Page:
A forbidding man strode down the center of the street, his body language expressing arrogance and determination. His dark hair was untidy and given to curling, matched by a black beard and black eyes, made more unfriendly due to a barrel chest and thick, scarred limbs. He wore a léine and dark trews, a wide leather belt supporting a purse and two swords – one an average sword, the other a two-handed claymore. His dark eyes settled on the slight form of a young girl, his mostly silent tread not marking his approach. As if sensing his stalking presence, she began to turn, only to release a small shriek as he lifted her and nearly tossed her upon his shoulder. Her breath rushed out upon impact, making her ensuing giggles faint and full of gasps.
“Wandering off, lass?”
The man released a snort of derision and tugged on her calves, letting her fall into the cradle of his arms and then setting the girl down on her feet. He seemed to tower over her, though he was hardly over six feet. His body curved round hers, eyes restless as they swept their surroundings. The wizard leading James and his daughter stood nearby, talking with another wizard official. Wizards, he thought incredulously, the hands on his only daughter’s shoulders tightening reflexively. He was a mere man, trained in the art of the sword – what was he against witches and wizards and who knew what else? Now they wanted her, and after two intense days of talking to the wizard and discussing everything that would happen, he was still unsure.
“We need to go now, sir…”
“Aye, doona I ken it?” His voice was almost too smooth and pleasant to form a growl, but he managed it alongside a surly glare. Catching the girl by her arm, James pulled her into the alcove outside a shabby pub and knelt down before her. As he brushed back the dark curls that tumbled jauntily round her face, James tried to impart the solemn nature of their parting. The normally flighty girl was pinned by the eye contact, smile fading as she waited for his words.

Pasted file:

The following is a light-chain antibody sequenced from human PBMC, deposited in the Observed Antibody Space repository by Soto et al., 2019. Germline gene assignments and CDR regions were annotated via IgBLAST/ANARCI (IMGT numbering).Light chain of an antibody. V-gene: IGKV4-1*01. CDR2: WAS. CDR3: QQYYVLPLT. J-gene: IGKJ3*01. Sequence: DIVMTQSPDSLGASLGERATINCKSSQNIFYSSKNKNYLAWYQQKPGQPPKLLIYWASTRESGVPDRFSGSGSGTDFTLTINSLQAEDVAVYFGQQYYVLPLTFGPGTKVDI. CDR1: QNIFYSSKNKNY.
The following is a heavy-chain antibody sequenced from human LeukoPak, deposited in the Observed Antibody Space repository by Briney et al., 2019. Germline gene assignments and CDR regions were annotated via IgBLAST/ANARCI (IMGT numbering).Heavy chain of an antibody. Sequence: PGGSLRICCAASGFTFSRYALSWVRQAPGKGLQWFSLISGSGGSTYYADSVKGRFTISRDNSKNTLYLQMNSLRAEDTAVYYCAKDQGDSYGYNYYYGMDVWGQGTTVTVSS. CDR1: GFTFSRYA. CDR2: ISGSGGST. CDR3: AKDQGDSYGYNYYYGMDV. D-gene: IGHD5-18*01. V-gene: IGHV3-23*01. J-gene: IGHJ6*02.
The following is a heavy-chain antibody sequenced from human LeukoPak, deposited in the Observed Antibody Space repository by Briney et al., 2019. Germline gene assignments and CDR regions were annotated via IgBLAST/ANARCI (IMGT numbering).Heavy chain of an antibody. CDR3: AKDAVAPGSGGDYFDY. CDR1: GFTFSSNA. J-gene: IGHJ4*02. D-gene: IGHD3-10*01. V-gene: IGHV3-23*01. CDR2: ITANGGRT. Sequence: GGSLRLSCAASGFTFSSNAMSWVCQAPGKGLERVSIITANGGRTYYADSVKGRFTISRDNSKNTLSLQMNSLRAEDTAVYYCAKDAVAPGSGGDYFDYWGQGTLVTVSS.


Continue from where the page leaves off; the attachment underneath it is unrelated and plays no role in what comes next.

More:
“I canna follow ye, Isolda. I trust this man, and ye do take after your mother with her uncanny ways. Recall what I taught ye?”
The girl responded by touching her eyes, ears, nose, solar plexus, kidneys, groin, and throat. James had been adamant about the girl knowing basic defenses, but the first three movements spoke also of being self aware. He gathered her small hands in his own once she was finished, struggling to find the best words that might find purchase and stick with her. He then reached into his boot and pulled forth his Sgian Dubh. It was small, almost a skinning knife, with only one sharpened edge. The blade was Damascus steel, the hilt a work of Rosewood, Cairngorm stones, and worn carvings; the sheath held the Sinclair clan’s crest and motto but was otherwise plain. He pressed it into the folds of her dress where there was a discreet pocket, wanting her to have something more real to defend herself with than some wand. He covered the movement by handing her also his purse, save for what he'd need on the return journey.
“No trouble, no cowardice. I will see ye verra soon.” Pressing a rough kiss to Isolda’s brow, James gave the girl a crushing hug that she unabashedly returned. The wizard envoy came up to the pair with only a faint hint of impatience creasing his brow. She spoke in a voice that didn’t lilt quite as much, peering over her shoulder as the wizard led her into the tavern. She was pale with fear, her freckles dark ink spots across her cheeks.
“Aye – blink and you’ll miss my return!” Her watery grin faded into the gloom of the establishment, voice swallowed by the din of the other children and several wizards. As she followed the beckoning voices through to the back and into a narrow alleyway, Isolda twisted around to stare wide-eyed at the muttering men. The gasps of a couple other children drew her attention, followed by a friendly voice somewhere above her. Glancing up, Isolda caught the warm brown eyes of a middle-aged man. He pushed the papers into her hands, mentioned something green, and vanished. She had the luck of a stubborn father, so there was a vague understanding of what she needed to do. First was to exchange the purse of currency her father had provided into whatever witches used.
“I doona suppose anyone knows where the… Gr-gre- the bank is?” She fought to keep a scowl from puckering her expression at the elusive bank’s name, peering around at the many strange faces. Her posture was rigid with tension as the environment bombarded her senses, lower lip rolling under teeth as she fidgeted away her nerves.